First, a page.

How the Consolidated PBY Catalina Helped Win World War II

By U.S. Navy - commons file, Public Domain, https://commons.wikimedia.org/w/index.php?curid=65612762
February 8, 2021 Topic: History Region: Americas Blog Brand: The Buzz Tags: PBYPBY CatalinaConsolidated PBYU.S. NavyWorld War II

How the Consolidated PBY Catalina Helped Win World War II

This patrol bomber was very useful during the war in the Pacific.

While it may have been the U.S. Army Air Force B-17 and B-24 bombers that received all the glory during the Second World War, it was aircraft such as the Consolidated PBY Catalina that played a major role in the war effort. Developed in the 1930s, the prototype Catalina first flew in 1935. The aircraft served with every branch of the United States military during the war.

Designated “PBY”—PB for “Patrol Bomber” while the Y was the code assigned to Consolidated—by the U.S. Navy, the twin-engine, parasol-mounted monoplane was equipped with a flying boat hull as well as retractable tricycle landing gear and retractable wing-tip floats. Originally designed as a patrol bomber thanks to its long operational range, it was intended to locate and attack enemy transport ships at sea.

Although slow, it was also used in anti-submarine warfare (ASW), convoy escort, search and rescue and cargo transport missions. It saw use during World War II in both the Atlantic and Pacific theaters, but was also used in the Indian Ocean. In service with the Royal Canadian Air Force, a Catalina was credited with sinking the German U-boat U-361.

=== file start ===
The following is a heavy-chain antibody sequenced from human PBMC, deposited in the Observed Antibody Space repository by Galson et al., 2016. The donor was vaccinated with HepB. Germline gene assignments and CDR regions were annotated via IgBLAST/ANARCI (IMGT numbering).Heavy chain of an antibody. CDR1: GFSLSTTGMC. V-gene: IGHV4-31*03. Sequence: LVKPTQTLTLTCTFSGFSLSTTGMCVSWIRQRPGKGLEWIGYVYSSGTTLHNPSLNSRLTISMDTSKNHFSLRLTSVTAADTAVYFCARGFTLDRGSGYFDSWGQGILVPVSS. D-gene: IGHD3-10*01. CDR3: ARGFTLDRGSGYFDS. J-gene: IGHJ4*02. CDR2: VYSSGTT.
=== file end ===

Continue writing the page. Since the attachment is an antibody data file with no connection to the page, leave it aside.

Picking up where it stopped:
The PBY was the most numerous aircraft of its kind, and it proved so reliable in its role that the last of the World War II era aircraft weren’t retired until the late 1950s, while the Brazilian Air Force used the Catalina into the 1980s. The OA-10 was the U.S. Army Air Forces’ version, where it was primarily used for air-sea rescue work or “DUMBO” missions. During World War II the USAAF’s Emergency Rescue Squadrons saved hundreds of downed fliers.

A total of 2,500 Catalinas were produced—with most coming off the Consolidated Aircraft Corp. line, while Canadian Vickers Ltd. and the Naval Aircraft Factory also produced the aircraft. Approximately 380 served with the USAAF.

The aircraft was powered by two Pratt & Whitney R-1830-92 engines, which each provided 1,200 horsepower. The PBY/OA-10 had a range of 2,325 miles and a maximum speed of 184 mph. It was armed with two Browning M2 .50 caliber machine guns in the waist, and two Browning M1919 .30-caliber machine guns—one in the bow and the other in the rear turret. The Catalina could also carry up to 8,000 pounds of bombs.

After World War II, the Catalina was used in civilian service for passenger flights in Alaska and the Caribbean, while the aircraft were also used in fire-bombing with the U.S. Forest Service.

A surviving aircraft is now in the collection of the National Museum of the United States Air Force. It was flown to the museum in 1984, restored and painted as an OA-10A assigned to the 2nd Emergency Rescue Squadron in the Pacific in WWII.

Peter Suciu is a Michigan-based writer who has contributed to more than four dozen magazines, newspapers and websites. He regularly writes about military small arms, and is the author of several books on military headgear including A Gallery of Military Headdress, which is available on Amazon.com.

Image: Wikimedia.